I wore holes in some of my favourite clothes because I wore them so much more intensely without washing them often enough.
I had to do washing a bit more often, and the occasional emergency undie wash in the sink.
I had little variety in clothing choices, so if my dress was dirty and I was invited out I had to wear less 'out appropriate' clothes instead. I'm sure someone with better fashion sense would be able to put together a better capsule wardrobe to deal with this though!
Would I do it again?
Absolutely! This is pretty much the only way I plan to travel now! It's so great not worrying about bags getting lost by airlines, you save loads on budget airlines (up to $50 per flight!), and I never felt like my bag was awkwardly large or heavy and getting in everyone's way.
What advice would I give others wanting to travel with less?
Think about how you can use things more than one way. My scarf for example was a wrap around skirt, a beach towel, a picnic blanket, and an eye mask when the sun didn't set.
Remember that you can get away with as little as you need between clothes washes. If you have constant access to washing facilities you can take just a couple of things and wash more often.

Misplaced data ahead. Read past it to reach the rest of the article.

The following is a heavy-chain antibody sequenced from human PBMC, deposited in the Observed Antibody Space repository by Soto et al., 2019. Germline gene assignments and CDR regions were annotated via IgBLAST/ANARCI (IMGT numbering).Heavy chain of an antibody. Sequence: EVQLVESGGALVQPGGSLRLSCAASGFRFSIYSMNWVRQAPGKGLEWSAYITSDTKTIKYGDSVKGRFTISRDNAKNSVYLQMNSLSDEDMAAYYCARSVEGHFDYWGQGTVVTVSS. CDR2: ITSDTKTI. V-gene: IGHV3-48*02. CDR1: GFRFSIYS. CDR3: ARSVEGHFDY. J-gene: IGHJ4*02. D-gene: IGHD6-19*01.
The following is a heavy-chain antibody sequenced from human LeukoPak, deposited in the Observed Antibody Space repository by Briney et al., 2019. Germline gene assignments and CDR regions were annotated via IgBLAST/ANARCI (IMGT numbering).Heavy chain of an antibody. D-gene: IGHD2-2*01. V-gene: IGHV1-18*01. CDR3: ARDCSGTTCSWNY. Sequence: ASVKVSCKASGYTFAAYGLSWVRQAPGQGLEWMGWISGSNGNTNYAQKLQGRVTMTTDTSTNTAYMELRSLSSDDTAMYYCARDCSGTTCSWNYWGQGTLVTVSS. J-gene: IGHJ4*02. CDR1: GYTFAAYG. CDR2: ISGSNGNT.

Take clothes that all match each other. When travelling this is so useful, because you never know what'll end up in the wash first. I chose to go with a mostly blue, grey, and black wardrobe as these colours match well and I like blue.
Don't buy stuff. We all occasionally fall into the souvenir trap, but I find that the easiest way to avoid spending all your time shopping is to find your 'thing'. By that I mean, choose one or two 'things' that you'll allow yourself to collect, and only buy that. Personally, my things are paintings and blanket patches. These are the only things I bring home, so my home stays clear of clutter, my bank account stays fuller, and my bag stays light.
So, that is about it. You are now prepared to travel around the world for as long as you like on just a single carry-on bag!
Do you have any plans for your trip? Or any other questions about packing? Leave me a comment or send me a message and I'd be happy to help!
See you somewhere,
Labels: backpacker, backpacking, carry on, carry on luggage, intentionalism, luggage, minimalism, travel, travel money, travel photography, zero waste, zerowaste